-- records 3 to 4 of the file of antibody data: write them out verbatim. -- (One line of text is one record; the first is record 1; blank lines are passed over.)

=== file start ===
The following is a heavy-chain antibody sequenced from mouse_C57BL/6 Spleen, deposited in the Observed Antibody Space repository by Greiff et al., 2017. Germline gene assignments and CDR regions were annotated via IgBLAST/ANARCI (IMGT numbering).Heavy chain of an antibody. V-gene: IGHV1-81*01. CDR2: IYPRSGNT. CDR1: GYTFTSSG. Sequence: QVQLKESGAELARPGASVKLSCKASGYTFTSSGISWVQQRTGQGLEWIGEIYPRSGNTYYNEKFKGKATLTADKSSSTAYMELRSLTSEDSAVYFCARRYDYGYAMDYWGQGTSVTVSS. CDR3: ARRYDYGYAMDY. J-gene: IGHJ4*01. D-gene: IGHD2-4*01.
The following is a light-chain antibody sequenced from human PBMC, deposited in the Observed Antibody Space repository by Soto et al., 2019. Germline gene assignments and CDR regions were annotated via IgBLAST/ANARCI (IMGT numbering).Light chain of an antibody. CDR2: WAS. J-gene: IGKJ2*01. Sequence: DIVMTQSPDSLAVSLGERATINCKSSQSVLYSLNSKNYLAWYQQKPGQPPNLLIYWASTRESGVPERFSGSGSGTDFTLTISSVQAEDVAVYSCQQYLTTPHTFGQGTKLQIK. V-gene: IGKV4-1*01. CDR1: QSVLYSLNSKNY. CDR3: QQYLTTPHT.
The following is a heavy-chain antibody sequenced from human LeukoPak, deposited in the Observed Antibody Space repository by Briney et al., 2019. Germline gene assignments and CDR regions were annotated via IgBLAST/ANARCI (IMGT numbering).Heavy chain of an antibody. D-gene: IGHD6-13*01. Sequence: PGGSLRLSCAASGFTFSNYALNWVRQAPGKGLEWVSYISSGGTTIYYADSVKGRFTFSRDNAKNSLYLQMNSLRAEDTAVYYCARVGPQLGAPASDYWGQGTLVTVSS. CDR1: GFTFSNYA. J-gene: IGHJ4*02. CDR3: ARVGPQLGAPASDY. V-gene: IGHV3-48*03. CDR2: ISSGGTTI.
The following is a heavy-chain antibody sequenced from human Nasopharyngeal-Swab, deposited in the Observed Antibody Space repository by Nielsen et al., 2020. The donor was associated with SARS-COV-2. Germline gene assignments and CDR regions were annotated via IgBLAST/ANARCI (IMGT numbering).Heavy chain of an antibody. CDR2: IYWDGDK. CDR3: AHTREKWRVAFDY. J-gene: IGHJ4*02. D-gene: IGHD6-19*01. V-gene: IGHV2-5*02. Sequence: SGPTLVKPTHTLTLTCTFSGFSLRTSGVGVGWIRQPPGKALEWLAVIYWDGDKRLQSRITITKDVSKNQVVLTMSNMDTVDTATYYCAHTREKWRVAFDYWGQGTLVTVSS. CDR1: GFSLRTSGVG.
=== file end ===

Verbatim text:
The following is a heavy-chain antibody sequenced from human LeukoPak, deposited in the Observed Antibody Space repository by Briney et al., 2019. Germline gene assignments and CDR regions were annotated via IgBLAST/ANARCI (IMGT numbering).Heavy chain of an antibody. D-gene: IGHD6-13*01. Sequence: PGGSLRLSCAASGFTFSNYALNWVRQAPGKGLEWVSYISSGGTTIYYADSVKGRFTFSRDNAKNSLYLQMNSLRAEDTAVYYCARVGPQLGAPASDYWGQGTLVTVSS. CDR1: GFTFSNYA. J-gene: IGHJ4*02. CDR3: ARVGPQLGAPASDY. V-gene: IGHV3-48*03. CDR2: ISSGGTTI.
The following is a heavy-chain antibody sequenced from human Nasopharyngeal-Swab, deposited in the Observed Antibody Space repository by Nielsen et al., 2020. The donor was associated with SARS-COV-2. Germline gene assignments and CDR regions were annotated via IgBLAST/ANARCI (IMGT numbering).Heavy chain of an antibody. CDR2: IYWDGDK. CDR3: AHTREKWRVAFDY. J-gene: IGHJ4*02. D-gene: IGHD6-19*01. V-gene: IGHV2-5*02. Sequence: SGPTLVKPTHTLTLTCTFSGFSLRTSGVGVGWIRQPPGKALEWLAVIYWDGDKRLQSRITITKDVSKNQVVLTMSNMDTVDTATYYCAHTREKWRVAFDYWGQGTLVTVSS. CDR1: GFSLRTSGVG.